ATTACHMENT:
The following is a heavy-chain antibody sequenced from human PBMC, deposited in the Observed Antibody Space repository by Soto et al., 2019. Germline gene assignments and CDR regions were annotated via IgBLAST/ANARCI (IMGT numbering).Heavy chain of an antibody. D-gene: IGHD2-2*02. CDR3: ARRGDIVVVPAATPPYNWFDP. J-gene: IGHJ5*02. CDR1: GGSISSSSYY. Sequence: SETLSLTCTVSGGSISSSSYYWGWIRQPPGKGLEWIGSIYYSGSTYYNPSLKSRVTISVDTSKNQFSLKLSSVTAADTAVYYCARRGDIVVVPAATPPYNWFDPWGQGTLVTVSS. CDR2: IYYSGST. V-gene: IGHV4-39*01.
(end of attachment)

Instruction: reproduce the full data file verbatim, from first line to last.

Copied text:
The following is a heavy-chain antibody sequenced from human PBMC, deposited in the Observed Antibody Space repository by Soto et al., 2019. Germline gene assignments and CDR regions were annotated via IgBLAST/ANARCI (IMGT numbering).Heavy chain of an antibody. D-gene: IGHD2-2*02. CDR3: ARRGDIVVVPAATPPYNWFDP. J-gene: IGHJ5*02. CDR1: GGSISSSSYY. Sequence: SETLSLTCTVSGGSISSSSYYWGWIRQPPGKGLEWIGSIYYSGSTYYNPSLKSRVTISVDTSKNQFSLKLSSVTAADTAVYYCARRGDIVVVPAATPPYNWFDPWGQGTLVTVSS. CDR2: IYYSGST. V-gene: IGHV4-39*01.